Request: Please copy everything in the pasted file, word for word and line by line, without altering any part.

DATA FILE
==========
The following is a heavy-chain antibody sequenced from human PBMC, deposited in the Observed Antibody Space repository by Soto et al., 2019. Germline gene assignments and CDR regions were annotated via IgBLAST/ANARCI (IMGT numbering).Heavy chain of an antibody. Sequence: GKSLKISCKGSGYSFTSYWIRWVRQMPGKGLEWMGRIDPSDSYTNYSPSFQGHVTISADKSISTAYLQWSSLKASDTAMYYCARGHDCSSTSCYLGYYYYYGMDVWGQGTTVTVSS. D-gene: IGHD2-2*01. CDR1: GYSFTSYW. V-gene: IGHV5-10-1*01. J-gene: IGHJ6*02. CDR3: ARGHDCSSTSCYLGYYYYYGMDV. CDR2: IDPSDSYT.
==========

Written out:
The following is a heavy-chain antibody sequenced from human PBMC, deposited in the Observed Antibody Space repository by Soto et al., 2019. Germline gene assignments and CDR regions were annotated via IgBLAST/ANARCI (IMGT numbering).Heavy chain of an antibody. Sequence: GKSLKISCKGSGYSFTSYWIRWVRQMPGKGLEWMGRIDPSDSYTNYSPSFQGHVTISADKSISTAYLQWSSLKASDTAMYYCARGHDCSSTSCYLGYYYYYGMDVWGQGTTVTVSS. D-gene: IGHD2-2*01. CDR1: GYSFTSYW. V-gene: IGHV5-10-1*01. J-gene: IGHJ6*02. CDR3: ARGHDCSSTSCYLGYYYYYGMDV. CDR2: IDPSDSYT.